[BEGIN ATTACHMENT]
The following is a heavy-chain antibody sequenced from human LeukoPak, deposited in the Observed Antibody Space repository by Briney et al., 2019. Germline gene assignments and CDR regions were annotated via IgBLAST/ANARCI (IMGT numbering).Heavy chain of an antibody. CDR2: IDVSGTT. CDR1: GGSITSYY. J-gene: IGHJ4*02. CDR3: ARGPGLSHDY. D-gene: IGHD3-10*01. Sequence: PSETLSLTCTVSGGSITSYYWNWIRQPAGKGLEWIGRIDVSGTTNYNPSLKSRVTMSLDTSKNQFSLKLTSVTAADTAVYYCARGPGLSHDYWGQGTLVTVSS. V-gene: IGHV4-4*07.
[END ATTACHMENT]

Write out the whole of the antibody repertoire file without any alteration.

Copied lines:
The following is a heavy-chain antibody sequenced from human LeukoPak, deposited in the Observed Antibody Space repository by Briney et al., 2019. Germline gene assignments and CDR regions were annotated via IgBLAST/ANARCI (IMGT numbering).Heavy chain of an antibody. CDR2: IDVSGTT. CDR1: GGSITSYY. J-gene: IGHJ4*02. CDR3: ARGPGLSHDY. D-gene: IGHD3-10*01. Sequence: PSETLSLTCTVSGGSITSYYWNWIRQPAGKGLEWIGRIDVSGTTNYNPSLKSRVTMSLDTSKNQFSLKLTSVTAADTAVYYCARGPGLSHDYWGQGTLVTVSS. V-gene: IGHV4-4*07.